Mmmmm, Tweets.

So now, let’s go back to the beginning and review.

I have, often wrongly, been called a poet.  I also know that poetry is not my friend.  It can get you drunk.  It can get you dead.  You know that, while America is really not a country of readers anymore, America does still read.  If you read above a 7th grade reading level, this post introduced you to Cash me Ousside Girl, who probably Tweets, and it taught you that the same Tweets that you can read from her are the Tweets that got a morally bankrupt, hairspray-wearing, tiny-handed, Alec Baldwin impersonating, billionaire elected President of the Reading United States of America.

And you learned that America reads Tweets.  Oh, and that no one cares about those kids in the paper hats with $100,000 worth of student loan debt behind the counter at McDonalds who have advanced college degrees in, well… poetry.

One last thing before the shocking conclusion.

Poetry should be everyone’s friend.

Have you read any Tweets today?  I hope so, and if you haven’t, there’s still time.  I hope so because, if you did, you might have actually read… poetry.

Long poetry, max of 140 characters (not including uploads), short poetry, soft poetry, hard poetry, quiet poetry, loud poetry, stupid poetry, and even… God knows how crazy THIS will sound… smart poetry.  Poems are America’s shit ticket to literacy, as literacy is measured anymore.  And America eats this shit up like it’s a dollar dessert at McDonalds.  It is the new literary paradigm, and no amount of MFAs working at McDonalds can stop it.  It is the mint on the pillow of the hotel so good, the first family would rather live there than the home reading America theoretically voted it into.  Poems are sweet, and don’t even give you the cavities no longer covered in your soon to be lost, affordable dental care. 

Mmmmm, poems.

Poems are reading America’s new literary paradigm, all over again.  And all because, while nobody was looking, reading America was being given an unconscious mind made ready for a brilliance that can be captured in 140 characters or less.  So now,

“Poetry is everyone’s friend.”

 

© Copyright 2017 William S. Friday

Orphans

orphanage

I followed my feelings,

and got lost.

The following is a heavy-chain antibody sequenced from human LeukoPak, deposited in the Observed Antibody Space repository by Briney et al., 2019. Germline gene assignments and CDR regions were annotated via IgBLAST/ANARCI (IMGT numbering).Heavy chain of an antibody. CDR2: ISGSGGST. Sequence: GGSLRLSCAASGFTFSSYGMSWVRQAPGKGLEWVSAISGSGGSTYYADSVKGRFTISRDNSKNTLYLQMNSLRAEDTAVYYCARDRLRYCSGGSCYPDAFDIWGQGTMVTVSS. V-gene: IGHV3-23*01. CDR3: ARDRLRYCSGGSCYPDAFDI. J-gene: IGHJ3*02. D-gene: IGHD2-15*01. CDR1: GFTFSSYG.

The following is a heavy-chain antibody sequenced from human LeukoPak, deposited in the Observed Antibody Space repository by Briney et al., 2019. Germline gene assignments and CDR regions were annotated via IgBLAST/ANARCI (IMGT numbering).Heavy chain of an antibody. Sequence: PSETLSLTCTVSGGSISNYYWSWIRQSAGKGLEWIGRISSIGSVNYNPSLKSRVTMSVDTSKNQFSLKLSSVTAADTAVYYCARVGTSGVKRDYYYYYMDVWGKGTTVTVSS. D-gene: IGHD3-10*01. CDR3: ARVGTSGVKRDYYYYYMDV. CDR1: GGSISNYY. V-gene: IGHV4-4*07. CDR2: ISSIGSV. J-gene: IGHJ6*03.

I learned late.  

That shit only works in movies. 

In truth,

there are no heroes,

or prisoners.

No princesses,

or monsters.

Except those you imagine. 

But there is one part of the story that’s true.

We are all orphans,

left to raise ourselves

in the shadows we create. 

I want to be alone in the sun.

To be warm,

where nothing blocks the light.

Understood by all,

because all is only me. 

And if then lost,

the only absence I will know

is of the noise I left behind.

 

© Copyright 2017 William S. Friday

I Raised a Generation

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This is my end.  

I raised a generation,

and now look back upon it. 

I raised a generation,

and the next in line to come;

beautiful,

and free from my spotted past. 

And in seeing,

think only that it is to this generation,

and the next,

that I am tied forever. 

One decision,

made so long ago,

that its beginning seems eternal. 

By one decision,

I am now grounded to this earth,

to this very spot on which I stand,

for the rest of my obligation of days. 

I will go nowhere. 

I will not find pleasure,

as a reward for years spent in hopeless,

loving duty,

but in dedication to my craft,

and to my legacy,

this generation,

and the next in line to come. 

This is my end. 

I raised a generation,

and if I am lucky,

one day,

I will know my place,

beneath this ground on which I stand.

 

© Copyright 2017 William S. Friday

These People

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I watch a TV show

or a movie,

and I see friends. 

Human beings

who have friends,

friends who have

human beings

who are their friends. 

And I ask myself,

“How did these people

find each other?”

 

© Copyright 2017 William S. Friday